Bank stress tests have come round again – and almost all banks are fine.
Is this a surprise? What actually goes on in a stress test? Well basically, the FED pitches banks against hypothetical economic scenarios, seeing whether they’d stand up to them – which is really testing whether they have a sufficient cushion of capital in the case of “deep global recession”. So stress tests are an attempt to safeguard against another 2008 scenario. But now, a few years on from the crisis, the tests are more being used as a gateway for bank payouts. Of the 18 tested, only one failed – (Ally), and for the 17 that passed the tests will pave the way for increased dividends and share buybacks.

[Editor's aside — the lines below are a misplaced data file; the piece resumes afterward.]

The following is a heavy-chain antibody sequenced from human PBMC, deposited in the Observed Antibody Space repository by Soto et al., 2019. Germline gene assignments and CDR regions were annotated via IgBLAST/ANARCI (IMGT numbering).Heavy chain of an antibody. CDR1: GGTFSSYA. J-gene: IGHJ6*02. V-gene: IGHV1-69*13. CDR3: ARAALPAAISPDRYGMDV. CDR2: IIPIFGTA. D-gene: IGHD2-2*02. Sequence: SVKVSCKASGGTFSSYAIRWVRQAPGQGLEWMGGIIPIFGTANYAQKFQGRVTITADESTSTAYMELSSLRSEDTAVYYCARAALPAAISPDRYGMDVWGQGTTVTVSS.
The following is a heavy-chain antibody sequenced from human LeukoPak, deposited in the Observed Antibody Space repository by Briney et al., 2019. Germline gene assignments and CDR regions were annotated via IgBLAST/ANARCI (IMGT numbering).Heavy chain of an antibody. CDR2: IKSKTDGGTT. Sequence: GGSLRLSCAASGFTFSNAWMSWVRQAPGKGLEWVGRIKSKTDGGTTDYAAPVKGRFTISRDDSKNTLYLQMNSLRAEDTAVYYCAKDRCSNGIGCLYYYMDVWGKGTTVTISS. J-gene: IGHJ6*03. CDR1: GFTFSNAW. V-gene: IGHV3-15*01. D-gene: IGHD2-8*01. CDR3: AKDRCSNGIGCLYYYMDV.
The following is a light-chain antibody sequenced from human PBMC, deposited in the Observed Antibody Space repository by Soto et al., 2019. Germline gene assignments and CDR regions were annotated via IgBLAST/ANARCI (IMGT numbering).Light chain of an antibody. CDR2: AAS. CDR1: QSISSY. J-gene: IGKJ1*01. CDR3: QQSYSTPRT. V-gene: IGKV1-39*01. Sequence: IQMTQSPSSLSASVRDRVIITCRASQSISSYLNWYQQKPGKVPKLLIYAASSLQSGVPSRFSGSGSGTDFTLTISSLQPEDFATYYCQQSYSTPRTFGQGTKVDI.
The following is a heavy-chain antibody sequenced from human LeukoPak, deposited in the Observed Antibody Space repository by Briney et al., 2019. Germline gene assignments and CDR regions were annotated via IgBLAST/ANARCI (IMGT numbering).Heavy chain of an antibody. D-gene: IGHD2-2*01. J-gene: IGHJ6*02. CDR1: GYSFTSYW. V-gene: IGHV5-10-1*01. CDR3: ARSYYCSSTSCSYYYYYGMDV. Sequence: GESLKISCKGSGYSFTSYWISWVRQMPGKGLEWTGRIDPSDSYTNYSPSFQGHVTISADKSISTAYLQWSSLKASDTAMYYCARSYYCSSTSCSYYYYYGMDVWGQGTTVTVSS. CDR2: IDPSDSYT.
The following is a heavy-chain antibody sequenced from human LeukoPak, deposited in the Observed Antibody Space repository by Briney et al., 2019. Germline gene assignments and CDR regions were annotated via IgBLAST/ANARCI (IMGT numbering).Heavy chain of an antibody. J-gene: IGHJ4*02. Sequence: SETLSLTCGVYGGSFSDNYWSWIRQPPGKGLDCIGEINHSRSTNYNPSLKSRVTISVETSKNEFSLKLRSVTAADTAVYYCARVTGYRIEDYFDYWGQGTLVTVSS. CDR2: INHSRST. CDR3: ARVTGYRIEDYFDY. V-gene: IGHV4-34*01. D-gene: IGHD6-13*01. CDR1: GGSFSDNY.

Interesting weaknesses showed up in the case of Goldman Sachs – which finished third from last.
Here’s the FT:
Goldman, normally renowned for its resilience, would suffer a $20bn loss in the depths of the hypothetical crisis and its ratio of core “tier one common equity” capital against risk-weighted assets would fall to 5.8 per cent, compared with a minimum requirement of 5 per cent, the Fed said.
..but the bank doesn’t think this will be much of a problem:
Howard Chen, bank analyst at Credit Suisse told the FT: “Importantly, we do not believe this negatively impacts our capital return assumptions.”
Aside from the test results themselves banks had another concern: whether other banks would jump the gun and announce plans for payouts to shareholders early, like JP Morgan did last year. Some called it a prisoner’s dilemma scenario – if one bank goes, they all do. But the Fed asked banks not to make public their plans before next week’s announcement.
Here’s the chart – also available here, amongst other details.